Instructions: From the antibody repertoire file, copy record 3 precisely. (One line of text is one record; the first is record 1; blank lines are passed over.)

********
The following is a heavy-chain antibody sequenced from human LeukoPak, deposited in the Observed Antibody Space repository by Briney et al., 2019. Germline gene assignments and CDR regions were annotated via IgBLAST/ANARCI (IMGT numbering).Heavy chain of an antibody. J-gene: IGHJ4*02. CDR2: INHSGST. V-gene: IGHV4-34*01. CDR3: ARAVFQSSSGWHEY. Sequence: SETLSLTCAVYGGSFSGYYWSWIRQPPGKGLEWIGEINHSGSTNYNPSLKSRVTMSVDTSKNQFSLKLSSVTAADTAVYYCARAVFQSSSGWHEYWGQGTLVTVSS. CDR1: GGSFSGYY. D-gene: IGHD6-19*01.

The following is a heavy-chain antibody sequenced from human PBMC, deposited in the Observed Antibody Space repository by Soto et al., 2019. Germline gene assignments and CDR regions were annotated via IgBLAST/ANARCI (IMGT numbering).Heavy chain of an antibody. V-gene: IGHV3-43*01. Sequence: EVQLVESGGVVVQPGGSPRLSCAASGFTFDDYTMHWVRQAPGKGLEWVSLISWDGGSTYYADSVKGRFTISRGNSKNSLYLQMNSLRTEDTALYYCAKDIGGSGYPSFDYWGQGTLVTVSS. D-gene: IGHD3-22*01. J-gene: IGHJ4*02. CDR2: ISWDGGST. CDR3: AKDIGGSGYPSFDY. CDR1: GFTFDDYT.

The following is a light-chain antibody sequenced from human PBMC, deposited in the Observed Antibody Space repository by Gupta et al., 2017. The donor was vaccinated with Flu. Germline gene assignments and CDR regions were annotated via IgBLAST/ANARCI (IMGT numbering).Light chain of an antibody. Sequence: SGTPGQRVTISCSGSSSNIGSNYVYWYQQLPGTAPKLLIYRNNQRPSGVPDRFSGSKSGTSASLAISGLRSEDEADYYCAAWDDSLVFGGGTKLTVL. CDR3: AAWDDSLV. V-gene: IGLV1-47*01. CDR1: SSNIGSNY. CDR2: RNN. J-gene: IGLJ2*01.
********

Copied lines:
The following is a light-chain antibody sequenced from human PBMC, deposited in the Observed Antibody Space repository by Gupta et al., 2017. The donor was vaccinated with Flu. Germline gene assignments and CDR regions were annotated via IgBLAST/ANARCI (IMGT numbering).Light chain of an antibody. Sequence: SGTPGQRVTISCSGSSSNIGSNYVYWYQQLPGTAPKLLIYRNNQRPSGVPDRFSGSKSGTSASLAISGLRSEDEADYYCAAWDDSLVFGGGTKLTVL. CDR3: AAWDDSLV. V-gene: IGLV1-47*01. CDR1: SSNIGSNY. CDR2: RNN. J-gene: IGLJ2*01.